Street Event Planning

How to create a street event for use with MapRun

This is how I would do it, based on experience derived from trial (and error). Others may do things differently. I use Windows 10. Some things may be different on an Apple machine. Don't be put off by this looking long and complex – it is all quite simple, and the only long part is going out and finalising control locations.

First create a folder for the event.

To create the map:

Load OpenOrienteeringMap (, select 'global', scroll/zoom into the area where you want to create the map.

Click on a point at the centre of the area you want use as a map, this will create the map. Select the appropriate scale and orientation. You can reposition the map by clicking on the purple dot, then using the drag handle.

In the editable panel on the right change the name of the map and enter the event date if you wish.

Click 'Save & get PDF' map. If you get 'Validation Error' click 'Save and create anyway'.

Save the PDF to the event folder and change its name to the event name.

Click on 'KMZ'. Move the resulting file from the Downloads folder to the event folder and change its name to the event name.

Print a copy of the PDF.

To plan the event, phase 1:

Draw circles on your map where you would like to place controls, start triangle and finish circle.

Connect them and number them in the sequence you wish to visit them, i.e. create a line course. (note: this does not have to start from the start triangle, or finish at the finish circle, but the start and the finish must be included in the line course at some point)

Use Google Earth to create a skinny KML file as follows. Go to 'Projects', click on 'New project', click on 'Create KML file'. Change 'Untitled Project' to the name of your event. Click on 'Add placemark' (bottom left of screen), position cursor where you want to start checking control sites and click. In the side panel that pops up change 'Untitled Placemark' to S1, then use left arrow (top left) to collapse this side panel. Repeat this procedure to add one dummy control (I normally call it 99) and the point at which you will finish which must be F1. Click on the menu dots. Click on 'Export as KML file'. Move the resulting downloaded KML file to the event folder.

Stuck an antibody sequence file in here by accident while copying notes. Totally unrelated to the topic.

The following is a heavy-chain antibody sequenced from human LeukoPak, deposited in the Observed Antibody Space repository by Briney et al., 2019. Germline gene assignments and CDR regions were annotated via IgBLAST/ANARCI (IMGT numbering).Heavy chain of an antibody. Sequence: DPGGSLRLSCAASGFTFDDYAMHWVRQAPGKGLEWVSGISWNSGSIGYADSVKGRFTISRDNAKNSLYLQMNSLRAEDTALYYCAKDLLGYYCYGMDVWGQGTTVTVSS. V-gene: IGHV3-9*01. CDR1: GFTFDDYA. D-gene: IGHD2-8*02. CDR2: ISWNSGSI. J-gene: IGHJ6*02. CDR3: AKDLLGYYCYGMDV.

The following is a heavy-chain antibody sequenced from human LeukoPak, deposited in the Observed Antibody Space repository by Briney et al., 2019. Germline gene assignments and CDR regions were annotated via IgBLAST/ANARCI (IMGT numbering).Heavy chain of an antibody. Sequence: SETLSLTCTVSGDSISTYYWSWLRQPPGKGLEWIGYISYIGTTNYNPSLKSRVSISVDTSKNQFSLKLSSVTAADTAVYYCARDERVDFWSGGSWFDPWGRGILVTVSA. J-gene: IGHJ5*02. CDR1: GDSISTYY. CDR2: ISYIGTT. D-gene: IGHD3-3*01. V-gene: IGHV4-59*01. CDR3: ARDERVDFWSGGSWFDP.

To plan the event, phase 2:

Create a 'CheckSites' course as follows (if you search google for 'maprun checksites' you will find a page that explains the CheckSites function, and there is a link to the CheckSites page– in fact, it is worth exploring the MapRun website, it is comprehensive and contains lots of good stuff).

Enter the event name, your name, email address, select your KMZ and KML files, and add the event.

You will be given a six digit code. Make note of this.

Locating / Fixing control sites:

On your mobile start MapRun. Hit the menu button. Hit 'CheckSites'. Enter the six digit code, OK. Your event will appear under 'Select Event'. Go to 'Options and Settings'. Turn on 'Display present location' and 'Display track'. Left arrow back to main MapRun display. Hit 'Go to Start'. Your map will appear with your S1, F1 and 99, and a red dot marking your current location. When you pass through S1 it will turn green. You are now able to record control sites.

Now follow your map and at each control circle that you have marked do the following: locate a suitable definable feature (eg transformer, fire hydrant, speed limit sign, rainbow coloured letter box); press the location pointer (top right of screen); in the'Drop a Pin' box which appears enter the circle number from your map, the control description (an abbreviation, eg trans, fh, sls), and some way of quickly and accurately locating it in a Google Earth type street view (most commonly the street number of the nearest house). Ensure that you pass through 99 at some stage (check that it does turn green – if 99 hasn't turned green then F1 won't be able to register). Finally pass through F1.